Briefing

What's next for the COVID vaccine?

Why it might be time to roll up your sleeve — again

As the U.S. officially surpasses a million COVID-19 deaths, the Biden administration is warning that it's running out of money to prepare for the fight against the inevitable-seeming next wave of infections. President Biden asked for $22.5 billion in March, laying out his plan to prevent and treat coming case spikes, but Congress whittled that down to $10 billion and Senate Republicans are blocking that smaller amount to try and get a vote on an unrelated border issue.

What would Biden do with another $10 billion?

The Biden administration laid out a 100-page plan to get the U.S. through the remaining jags of the pandemic, and if Congress allocates $10 billion in funding, not the $22.5 billion requested, that plan will be scaled down, zeroing out the aid for other countries, reducing the government's ability to respond to new variants, and possibly rationing the next-generation vaccine to those most at risk of hospitalization and death, officials say. 

"They've never suggested that $10 billion would last very long," Sen. Roy Blunt (R-Mo.) told Politico. "But $10 billion may be the most that there's any appetite for right now." About half the $10 billion would go toward paying Pfizer for 20 million doses of antiviral treatments purchased earlier this year, and the other $5 billion would be divided between investing in tests, treatments, and vaccines. 

The White House, increasingly worried Congress won't approve any new funds, is already rationing its remaining money, holding off on supporting research into new treatments and holding back on reserving vaccine supply. It can't commit to buying vaccines until it has the money, meaning the U.S. could lose first access to the shots, Politico reports

"We need to decide as a country how we want to deal with the fact that COVID's going to be with us for a long time," said Bob Kocher, who served on the Obama administration's National Economic Council. "The path we are perhaps unintentionally choosing leads to a more disruptive, longer, and more economically painful COVID experience for America."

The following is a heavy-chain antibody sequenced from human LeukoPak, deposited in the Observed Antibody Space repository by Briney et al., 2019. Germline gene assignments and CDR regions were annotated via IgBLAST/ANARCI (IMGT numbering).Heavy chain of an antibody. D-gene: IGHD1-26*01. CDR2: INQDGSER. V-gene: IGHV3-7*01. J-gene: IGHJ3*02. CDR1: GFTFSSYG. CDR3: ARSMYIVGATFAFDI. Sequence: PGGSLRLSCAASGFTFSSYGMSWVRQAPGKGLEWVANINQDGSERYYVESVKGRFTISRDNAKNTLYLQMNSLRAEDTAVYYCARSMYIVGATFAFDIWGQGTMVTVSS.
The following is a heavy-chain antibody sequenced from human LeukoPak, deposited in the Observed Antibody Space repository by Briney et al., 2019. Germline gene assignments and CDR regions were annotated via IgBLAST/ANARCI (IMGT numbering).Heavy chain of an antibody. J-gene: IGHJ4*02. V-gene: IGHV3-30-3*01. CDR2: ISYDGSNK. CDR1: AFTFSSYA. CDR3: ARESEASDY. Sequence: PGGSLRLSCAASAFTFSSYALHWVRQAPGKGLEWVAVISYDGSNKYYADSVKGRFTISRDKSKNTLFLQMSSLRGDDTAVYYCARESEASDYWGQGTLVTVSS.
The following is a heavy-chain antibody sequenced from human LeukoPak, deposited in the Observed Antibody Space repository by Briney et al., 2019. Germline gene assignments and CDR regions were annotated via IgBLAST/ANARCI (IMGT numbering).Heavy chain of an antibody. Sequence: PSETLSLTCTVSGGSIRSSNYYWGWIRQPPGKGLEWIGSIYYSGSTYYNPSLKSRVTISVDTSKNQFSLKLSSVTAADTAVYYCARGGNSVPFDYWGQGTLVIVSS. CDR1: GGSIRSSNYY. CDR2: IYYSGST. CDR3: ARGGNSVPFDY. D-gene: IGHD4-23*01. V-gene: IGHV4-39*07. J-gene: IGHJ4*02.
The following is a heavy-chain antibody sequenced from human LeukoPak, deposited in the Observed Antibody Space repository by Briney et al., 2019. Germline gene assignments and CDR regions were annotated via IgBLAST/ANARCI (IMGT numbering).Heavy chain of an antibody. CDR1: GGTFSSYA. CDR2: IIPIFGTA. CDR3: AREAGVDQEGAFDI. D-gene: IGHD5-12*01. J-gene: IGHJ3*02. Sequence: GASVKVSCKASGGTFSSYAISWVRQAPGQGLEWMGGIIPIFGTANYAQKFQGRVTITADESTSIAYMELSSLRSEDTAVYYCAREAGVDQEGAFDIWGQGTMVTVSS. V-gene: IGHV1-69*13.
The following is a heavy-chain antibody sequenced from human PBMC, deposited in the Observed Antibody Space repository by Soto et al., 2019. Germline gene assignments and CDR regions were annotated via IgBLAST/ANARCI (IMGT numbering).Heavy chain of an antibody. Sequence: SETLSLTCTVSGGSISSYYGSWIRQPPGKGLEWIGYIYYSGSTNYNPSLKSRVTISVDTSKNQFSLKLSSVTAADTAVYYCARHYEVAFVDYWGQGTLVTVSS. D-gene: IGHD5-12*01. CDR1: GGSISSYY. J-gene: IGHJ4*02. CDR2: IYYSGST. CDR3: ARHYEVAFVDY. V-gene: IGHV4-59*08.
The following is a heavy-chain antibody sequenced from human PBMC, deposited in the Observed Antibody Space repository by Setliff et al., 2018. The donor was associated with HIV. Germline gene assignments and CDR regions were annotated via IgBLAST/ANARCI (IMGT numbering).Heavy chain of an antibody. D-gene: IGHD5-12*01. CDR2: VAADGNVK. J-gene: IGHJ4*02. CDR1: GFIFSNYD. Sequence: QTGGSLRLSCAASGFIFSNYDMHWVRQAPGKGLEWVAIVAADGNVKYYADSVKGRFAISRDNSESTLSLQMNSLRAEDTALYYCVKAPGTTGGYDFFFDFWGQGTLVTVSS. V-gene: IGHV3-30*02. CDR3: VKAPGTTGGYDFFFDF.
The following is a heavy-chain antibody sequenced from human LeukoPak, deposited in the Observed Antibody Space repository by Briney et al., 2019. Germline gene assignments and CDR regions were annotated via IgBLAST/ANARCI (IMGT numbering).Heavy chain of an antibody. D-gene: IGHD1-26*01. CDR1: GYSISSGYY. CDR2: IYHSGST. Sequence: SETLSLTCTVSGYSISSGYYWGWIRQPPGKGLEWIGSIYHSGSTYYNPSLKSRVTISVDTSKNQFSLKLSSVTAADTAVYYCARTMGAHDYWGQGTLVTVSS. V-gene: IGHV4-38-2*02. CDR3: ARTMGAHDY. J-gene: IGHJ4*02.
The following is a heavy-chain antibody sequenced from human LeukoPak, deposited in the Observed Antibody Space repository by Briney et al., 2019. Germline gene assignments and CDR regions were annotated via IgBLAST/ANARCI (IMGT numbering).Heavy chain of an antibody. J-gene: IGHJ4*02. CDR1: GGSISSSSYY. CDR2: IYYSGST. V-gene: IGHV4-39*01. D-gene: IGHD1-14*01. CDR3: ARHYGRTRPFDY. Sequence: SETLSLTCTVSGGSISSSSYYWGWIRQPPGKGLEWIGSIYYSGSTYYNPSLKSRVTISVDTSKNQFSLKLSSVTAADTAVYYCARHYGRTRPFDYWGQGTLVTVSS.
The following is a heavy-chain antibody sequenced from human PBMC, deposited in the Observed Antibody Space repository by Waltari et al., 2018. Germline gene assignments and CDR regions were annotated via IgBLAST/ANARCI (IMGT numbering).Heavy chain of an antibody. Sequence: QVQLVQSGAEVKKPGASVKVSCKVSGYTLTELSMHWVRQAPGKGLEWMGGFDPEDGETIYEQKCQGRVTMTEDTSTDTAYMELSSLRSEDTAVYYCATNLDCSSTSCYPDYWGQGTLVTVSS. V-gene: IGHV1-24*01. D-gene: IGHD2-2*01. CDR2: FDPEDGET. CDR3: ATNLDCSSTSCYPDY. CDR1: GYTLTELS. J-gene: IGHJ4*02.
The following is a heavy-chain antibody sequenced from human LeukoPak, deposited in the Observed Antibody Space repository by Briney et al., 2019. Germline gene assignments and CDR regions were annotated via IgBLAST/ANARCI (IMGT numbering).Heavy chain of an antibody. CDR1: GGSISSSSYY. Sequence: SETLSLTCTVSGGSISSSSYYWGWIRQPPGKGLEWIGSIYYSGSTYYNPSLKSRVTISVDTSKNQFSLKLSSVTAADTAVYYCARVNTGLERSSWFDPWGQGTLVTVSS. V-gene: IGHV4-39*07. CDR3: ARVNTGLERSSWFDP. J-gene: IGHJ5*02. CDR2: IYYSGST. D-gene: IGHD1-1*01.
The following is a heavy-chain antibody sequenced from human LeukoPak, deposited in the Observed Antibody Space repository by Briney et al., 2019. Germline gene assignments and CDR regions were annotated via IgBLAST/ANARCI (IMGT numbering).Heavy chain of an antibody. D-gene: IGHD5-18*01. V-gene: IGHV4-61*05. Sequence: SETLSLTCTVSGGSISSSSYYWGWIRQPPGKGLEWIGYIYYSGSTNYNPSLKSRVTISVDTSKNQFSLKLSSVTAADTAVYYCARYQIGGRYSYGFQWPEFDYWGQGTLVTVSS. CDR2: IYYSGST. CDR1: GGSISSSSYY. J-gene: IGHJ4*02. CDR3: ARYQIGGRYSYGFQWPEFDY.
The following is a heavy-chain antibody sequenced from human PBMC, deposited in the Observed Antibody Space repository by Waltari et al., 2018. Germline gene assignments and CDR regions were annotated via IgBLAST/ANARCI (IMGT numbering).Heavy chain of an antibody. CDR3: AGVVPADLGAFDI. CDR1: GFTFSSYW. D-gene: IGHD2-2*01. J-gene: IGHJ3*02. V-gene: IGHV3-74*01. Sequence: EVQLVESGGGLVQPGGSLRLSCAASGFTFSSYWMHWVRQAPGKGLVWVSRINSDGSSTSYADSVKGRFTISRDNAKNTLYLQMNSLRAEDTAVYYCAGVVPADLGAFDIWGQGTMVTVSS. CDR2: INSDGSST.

Do we really need more vaccines?

Yes. In the fall, "all eligible Americans may be asked to dose up yet again (if, that is, Congress coughs up the money to actually buy the vaccines)," Katherine Wu writes at The Atlantic, but scientists and vaccine regulators have to decide which ingredients to include in the vaccines by next month. 

The current vaccines were designed to protect against the original strains of COVID-19, and though they are effective at preventing hospitalization and death with the Omicron strain and its many variants, there's no consensus on what this fall's vaccine should look like: an Omicron-specific vaccine (Pfizer and Moderna are both currently testing Omicron versions); the original formula; some combination of the two; or a prospective universal vaccine to tackle current and future variants? 

Each vaccine formulation has its benefits and potential costs, and they will all offer some protection, Wu writes, but the fall shot "is inevitably going to be a gamble and a guess."

What about the unvaccinated? 

There is some question about whether an Omicron-specific vaccine would train fully unvaccinated immune systems to fight other variants as well as the original formula, Wu reports. But at this point, the benefits of getting vaccinated are painfully obvious.